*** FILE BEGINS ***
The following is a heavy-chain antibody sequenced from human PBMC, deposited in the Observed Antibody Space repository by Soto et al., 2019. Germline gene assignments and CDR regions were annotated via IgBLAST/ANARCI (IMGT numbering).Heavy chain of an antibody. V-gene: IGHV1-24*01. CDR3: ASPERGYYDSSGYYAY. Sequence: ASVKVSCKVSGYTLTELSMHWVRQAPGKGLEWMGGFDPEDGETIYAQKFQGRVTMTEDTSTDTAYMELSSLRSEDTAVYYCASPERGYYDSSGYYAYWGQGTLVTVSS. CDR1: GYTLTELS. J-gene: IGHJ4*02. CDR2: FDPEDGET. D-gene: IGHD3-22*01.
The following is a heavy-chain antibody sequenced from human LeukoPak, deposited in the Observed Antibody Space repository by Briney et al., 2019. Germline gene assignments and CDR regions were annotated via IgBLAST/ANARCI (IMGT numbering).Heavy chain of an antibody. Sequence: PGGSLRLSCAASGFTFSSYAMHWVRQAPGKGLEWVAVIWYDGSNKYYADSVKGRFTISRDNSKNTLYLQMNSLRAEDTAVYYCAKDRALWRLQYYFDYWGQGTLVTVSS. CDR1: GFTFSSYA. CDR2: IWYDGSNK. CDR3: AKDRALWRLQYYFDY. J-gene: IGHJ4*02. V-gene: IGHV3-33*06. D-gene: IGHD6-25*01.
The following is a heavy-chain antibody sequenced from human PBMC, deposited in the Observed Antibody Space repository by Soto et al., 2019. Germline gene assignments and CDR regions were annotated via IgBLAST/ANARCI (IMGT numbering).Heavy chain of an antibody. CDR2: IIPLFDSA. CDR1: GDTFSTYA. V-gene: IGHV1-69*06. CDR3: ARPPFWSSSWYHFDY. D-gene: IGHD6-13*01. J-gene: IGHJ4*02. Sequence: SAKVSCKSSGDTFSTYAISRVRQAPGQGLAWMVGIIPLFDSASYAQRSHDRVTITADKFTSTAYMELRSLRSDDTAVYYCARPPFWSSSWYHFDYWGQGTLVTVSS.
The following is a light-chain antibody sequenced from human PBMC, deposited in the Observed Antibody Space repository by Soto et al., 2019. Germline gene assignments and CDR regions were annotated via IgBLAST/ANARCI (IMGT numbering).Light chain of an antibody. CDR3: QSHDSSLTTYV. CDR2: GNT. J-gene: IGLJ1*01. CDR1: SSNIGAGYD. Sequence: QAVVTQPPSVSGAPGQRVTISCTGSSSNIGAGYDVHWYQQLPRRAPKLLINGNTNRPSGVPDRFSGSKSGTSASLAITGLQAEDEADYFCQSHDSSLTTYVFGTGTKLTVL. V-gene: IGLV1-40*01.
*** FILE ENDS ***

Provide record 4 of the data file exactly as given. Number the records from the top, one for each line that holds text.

The following is a light-chain antibody sequenced from human PBMC, deposited in the Observed Antibody Space repository by Soto et al., 2019. Germline gene assignments and CDR regions were annotated via IgBLAST/ANARCI (IMGT numbering).Light chain of an antibody. CDR3: QSHDSSLTTYV. CDR2: GNT. J-gene: IGLJ1*01. CDR1: SSNIGAGYD. Sequence: QAVVTQPPSVSGAPGQRVTISCTGSSSNIGAGYDVHWYQQLPRRAPKLLINGNTNRPSGVPDRFSGSKSGTSASLAITGLQAEDEADYFCQSHDSSLTTYVFGTGTKLTVL. V-gene: IGLV1-40*01.